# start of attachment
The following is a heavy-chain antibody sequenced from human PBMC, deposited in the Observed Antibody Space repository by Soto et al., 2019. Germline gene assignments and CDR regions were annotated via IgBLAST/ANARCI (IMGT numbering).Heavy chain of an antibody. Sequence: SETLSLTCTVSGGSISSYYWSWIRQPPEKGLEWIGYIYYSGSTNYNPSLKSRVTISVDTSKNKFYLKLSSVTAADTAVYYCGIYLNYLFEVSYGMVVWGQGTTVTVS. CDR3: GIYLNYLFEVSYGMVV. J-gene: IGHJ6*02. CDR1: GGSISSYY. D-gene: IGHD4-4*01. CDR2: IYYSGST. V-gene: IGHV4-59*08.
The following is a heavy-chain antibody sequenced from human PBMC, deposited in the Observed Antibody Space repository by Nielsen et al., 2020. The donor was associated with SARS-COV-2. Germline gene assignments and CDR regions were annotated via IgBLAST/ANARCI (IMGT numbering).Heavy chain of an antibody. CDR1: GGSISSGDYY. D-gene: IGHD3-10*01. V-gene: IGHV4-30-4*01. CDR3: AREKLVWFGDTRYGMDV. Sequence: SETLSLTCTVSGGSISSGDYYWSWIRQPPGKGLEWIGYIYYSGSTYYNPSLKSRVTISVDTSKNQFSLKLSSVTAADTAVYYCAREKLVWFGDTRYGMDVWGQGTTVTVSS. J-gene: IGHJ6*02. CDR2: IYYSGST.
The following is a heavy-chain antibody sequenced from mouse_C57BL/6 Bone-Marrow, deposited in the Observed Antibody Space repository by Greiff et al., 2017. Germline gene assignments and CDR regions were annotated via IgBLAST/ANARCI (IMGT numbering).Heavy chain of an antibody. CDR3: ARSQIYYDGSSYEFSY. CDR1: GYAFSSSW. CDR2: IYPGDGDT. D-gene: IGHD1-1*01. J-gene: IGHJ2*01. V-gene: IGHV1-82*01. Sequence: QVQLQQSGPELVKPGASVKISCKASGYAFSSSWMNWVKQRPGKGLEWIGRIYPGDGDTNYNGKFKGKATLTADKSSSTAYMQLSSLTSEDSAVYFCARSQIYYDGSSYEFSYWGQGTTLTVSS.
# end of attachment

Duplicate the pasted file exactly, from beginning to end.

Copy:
The following is a heavy-chain antibody sequenced from human PBMC, deposited in the Observed Antibody Space repository by Soto et al., 2019. Germline gene assignments and CDR regions were annotated via IgBLAST/ANARCI (IMGT numbering).Heavy chain of an antibody. Sequence: SETLSLTCTVSGGSISSYYWSWIRQPPEKGLEWIGYIYYSGSTNYNPSLKSRVTISVDTSKNKFYLKLSSVTAADTAVYYCGIYLNYLFEVSYGMVVWGQGTTVTVS. CDR3: GIYLNYLFEVSYGMVV. J-gene: IGHJ6*02. CDR1: GGSISSYY. D-gene: IGHD4-4*01. CDR2: IYYSGST. V-gene: IGHV4-59*08.
The following is a heavy-chain antibody sequenced from human PBMC, deposited in the Observed Antibody Space repository by Nielsen et al., 2020. The donor was associated with SARS-COV-2. Germline gene assignments and CDR regions were annotated via IgBLAST/ANARCI (IMGT numbering).Heavy chain of an antibody. CDR1: GGSISSGDYY. D-gene: IGHD3-10*01. V-gene: IGHV4-30-4*01. CDR3: AREKLVWFGDTRYGMDV. Sequence: SETLSLTCTVSGGSISSGDYYWSWIRQPPGKGLEWIGYIYYSGSTYYNPSLKSRVTISVDTSKNQFSLKLSSVTAADTAVYYCAREKLVWFGDTRYGMDVWGQGTTVTVSS. J-gene: IGHJ6*02. CDR2: IYYSGST.
The following is a heavy-chain antibody sequenced from mouse_C57BL/6 Bone-Marrow, deposited in the Observed Antibody Space repository by Greiff et al., 2017. Germline gene assignments and CDR regions were annotated via IgBLAST/ANARCI (IMGT numbering).Heavy chain of an antibody. CDR3: ARSQIYYDGSSYEFSY. CDR1: GYAFSSSW. CDR2: IYPGDGDT. D-gene: IGHD1-1*01. J-gene: IGHJ2*01. V-gene: IGHV1-82*01. Sequence: QVQLQQSGPELVKPGASVKISCKASGYAFSSSWMNWVKQRPGKGLEWIGRIYPGDGDTNYNGKFKGKATLTADKSSSTAYMQLSSLTSEDSAVYFCARSQIYYDGSSYEFSYWGQGTTLTVSS.